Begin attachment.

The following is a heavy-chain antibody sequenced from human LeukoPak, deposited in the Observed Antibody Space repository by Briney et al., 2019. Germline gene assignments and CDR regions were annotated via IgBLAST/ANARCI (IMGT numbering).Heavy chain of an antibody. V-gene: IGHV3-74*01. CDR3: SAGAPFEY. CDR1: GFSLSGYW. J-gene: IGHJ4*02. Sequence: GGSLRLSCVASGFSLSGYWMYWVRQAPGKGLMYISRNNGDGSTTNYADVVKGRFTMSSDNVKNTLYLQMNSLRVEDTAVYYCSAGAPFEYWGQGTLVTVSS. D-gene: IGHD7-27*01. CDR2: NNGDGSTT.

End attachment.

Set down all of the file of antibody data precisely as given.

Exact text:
The following is a heavy-chain antibody sequenced from human LeukoPak, deposited in the Observed Antibody Space repository by Briney et al., 2019. Germline gene assignments and CDR regions were annotated via IgBLAST/ANARCI (IMGT numbering).Heavy chain of an antibody. V-gene: IGHV3-74*01. CDR3: SAGAPFEY. CDR1: GFSLSGYW. J-gene: IGHJ4*02. Sequence: GGSLRLSCVASGFSLSGYWMYWVRQAPGKGLMYISRNNGDGSTTNYADVVKGRFTMSSDNVKNTLYLQMNSLRVEDTAVYYCSAGAPFEYWGQGTLVTVSS. D-gene: IGHD7-27*01. CDR2: NNGDGSTT.